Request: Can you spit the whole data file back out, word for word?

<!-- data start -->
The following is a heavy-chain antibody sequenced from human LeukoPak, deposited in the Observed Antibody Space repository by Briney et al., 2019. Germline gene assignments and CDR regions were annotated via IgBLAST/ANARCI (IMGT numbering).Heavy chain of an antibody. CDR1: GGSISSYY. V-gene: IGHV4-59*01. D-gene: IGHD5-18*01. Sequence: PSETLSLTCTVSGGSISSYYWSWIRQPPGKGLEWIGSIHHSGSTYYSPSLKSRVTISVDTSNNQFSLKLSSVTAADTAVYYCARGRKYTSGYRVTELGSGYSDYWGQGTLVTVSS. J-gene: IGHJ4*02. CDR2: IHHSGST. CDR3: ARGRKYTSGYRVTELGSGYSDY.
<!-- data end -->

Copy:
The following is a heavy-chain antibody sequenced from human LeukoPak, deposited in the Observed Antibody Space repository by Briney et al., 2019. Germline gene assignments and CDR regions were annotated via IgBLAST/ANARCI (IMGT numbering).Heavy chain of an antibody. CDR1: GGSISSYY. V-gene: IGHV4-59*01. D-gene: IGHD5-18*01. Sequence: PSETLSLTCTVSGGSISSYYWSWIRQPPGKGLEWIGSIHHSGSTYYSPSLKSRVTISVDTSNNQFSLKLSSVTAADTAVYYCARGRKYTSGYRVTELGSGYSDYWGQGTLVTVSS. J-gene: IGHJ4*02. CDR2: IHHSGST. CDR3: ARGRKYTSGYRVTELGSGYSDY.